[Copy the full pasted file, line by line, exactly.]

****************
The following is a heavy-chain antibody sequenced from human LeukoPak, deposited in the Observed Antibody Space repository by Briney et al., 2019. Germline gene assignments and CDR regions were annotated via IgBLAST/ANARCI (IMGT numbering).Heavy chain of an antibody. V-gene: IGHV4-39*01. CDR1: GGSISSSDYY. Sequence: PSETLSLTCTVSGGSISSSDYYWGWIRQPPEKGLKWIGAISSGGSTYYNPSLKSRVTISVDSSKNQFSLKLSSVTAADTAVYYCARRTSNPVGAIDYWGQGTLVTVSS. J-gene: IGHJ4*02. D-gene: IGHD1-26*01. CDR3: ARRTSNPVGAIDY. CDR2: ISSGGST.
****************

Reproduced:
The following is a heavy-chain antibody sequenced from human LeukoPak, deposited in the Observed Antibody Space repository by Briney et al., 2019. Germline gene assignments and CDR regions were annotated via IgBLAST/ANARCI (IMGT numbering).Heavy chain of an antibody. V-gene: IGHV4-39*01. CDR1: GGSISSSDYY. Sequence: PSETLSLTCTVSGGSISSSDYYWGWIRQPPEKGLKWIGAISSGGSTYYNPSLKSRVTISVDSSKNQFSLKLSSVTAADTAVYYCARRTSNPVGAIDYWGQGTLVTVSS. J-gene: IGHJ4*02. D-gene: IGHD1-26*01. CDR3: ARRTSNPVGAIDY. CDR2: ISSGGST.